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Dai Muff
The key about democracy is not voting people in, but voting people OUT.
No other system has a peaceful method for getting rid of a corrupt, self-interested, or just plain evil government.
Looking forward to your piece on why totalitarian dictatorships are not a panacea and don't come with guarantees.
This whole debate about whether democracy is good or bad is completely missing the point. We can argue for years if not decades about good examples of democratic states, bad examples of democratic states, pros and cons of various forms of democracy and so on.

The crux of the matter is that it is a basic right to choose your own government. You can approach that from the more materialistic angle of having the right to decide who spends the taxes you pay, or you can be more philosophical about this and talk about the right to self-determination etcetera.

Any people should have the right to choose in a fair, open and transparent way: what powers they would like to give their government (big government, small government, centralised, decentralised etc), and in whom they vest that power (the executive branch, the legislature etc). A democratic method based on passive and active universal suffrage is the most fair, open and transparent method I can think of.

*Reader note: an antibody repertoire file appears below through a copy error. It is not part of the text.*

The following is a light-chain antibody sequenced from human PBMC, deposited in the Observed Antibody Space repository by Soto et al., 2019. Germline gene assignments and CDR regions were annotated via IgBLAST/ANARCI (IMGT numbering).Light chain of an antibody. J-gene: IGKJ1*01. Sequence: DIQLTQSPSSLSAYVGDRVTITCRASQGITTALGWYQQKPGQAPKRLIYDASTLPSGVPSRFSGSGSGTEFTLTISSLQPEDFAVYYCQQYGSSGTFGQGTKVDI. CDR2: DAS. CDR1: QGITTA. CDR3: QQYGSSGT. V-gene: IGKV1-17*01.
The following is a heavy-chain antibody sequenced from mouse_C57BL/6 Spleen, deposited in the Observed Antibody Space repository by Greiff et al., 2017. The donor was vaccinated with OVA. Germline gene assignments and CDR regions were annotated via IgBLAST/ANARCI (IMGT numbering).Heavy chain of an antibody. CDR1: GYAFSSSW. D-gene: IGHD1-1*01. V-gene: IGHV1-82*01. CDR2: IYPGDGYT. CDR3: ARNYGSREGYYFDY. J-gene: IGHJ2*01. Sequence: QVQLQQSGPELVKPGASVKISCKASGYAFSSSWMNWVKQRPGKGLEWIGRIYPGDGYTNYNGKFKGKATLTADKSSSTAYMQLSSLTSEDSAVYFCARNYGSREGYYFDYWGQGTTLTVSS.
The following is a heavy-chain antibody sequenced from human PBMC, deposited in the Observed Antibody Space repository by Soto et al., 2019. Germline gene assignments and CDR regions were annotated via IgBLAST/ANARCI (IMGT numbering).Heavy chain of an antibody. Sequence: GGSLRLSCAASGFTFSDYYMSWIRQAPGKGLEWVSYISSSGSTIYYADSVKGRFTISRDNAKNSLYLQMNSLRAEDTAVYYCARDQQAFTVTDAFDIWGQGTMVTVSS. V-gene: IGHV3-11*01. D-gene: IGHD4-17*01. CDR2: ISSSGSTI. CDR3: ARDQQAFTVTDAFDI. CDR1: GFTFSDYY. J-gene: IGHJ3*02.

And sure, nobody will be perfectly happy with the outcome. That is the whole point. It is a give and take. You compromise, you strike political bargains and so on. Sometimes with great success, sometimes perhaps less so. Mistakes will be made. Scandals will ensue. Governments will rise, and governments will fall. Some will be good, others will be bad.

But at least each and every one of us will be able to passively or actively participate in this process.
John Adams
A very wise article Mr Lo.
What most people forget is that, while democracy is not a bad thing, it's also not necessarily a good thing. Many countries which jumped head-over-heels into democracy ended up in civil war within a generation - the USA for one.
We only have to look at the fragmentation of and internecine strife within the pan-democratic camp to get a glimpse of how chaotic HK will become after 2017 if universal suffrage is introduced without a lot of checks and balances.
If the links I attach below work, I recommend your readers to the talk at TED by Eric X Li.
It will make them think even if they don't agree with Mr Li'c conclusions.
Eric X. Li 's TED Talk at TED Global 2013 in Edinburgh:
With Chinese subtitles:
mega ditto. Brasil has total democracy where EVERY citizen must vote. failure to vote is against the law. yet, the country is a mess. extremely poor infrastructure, mega violent crimes, corrupt govt., huge rich/poor income gap... in fact, democracy is part of brasil's structural problem...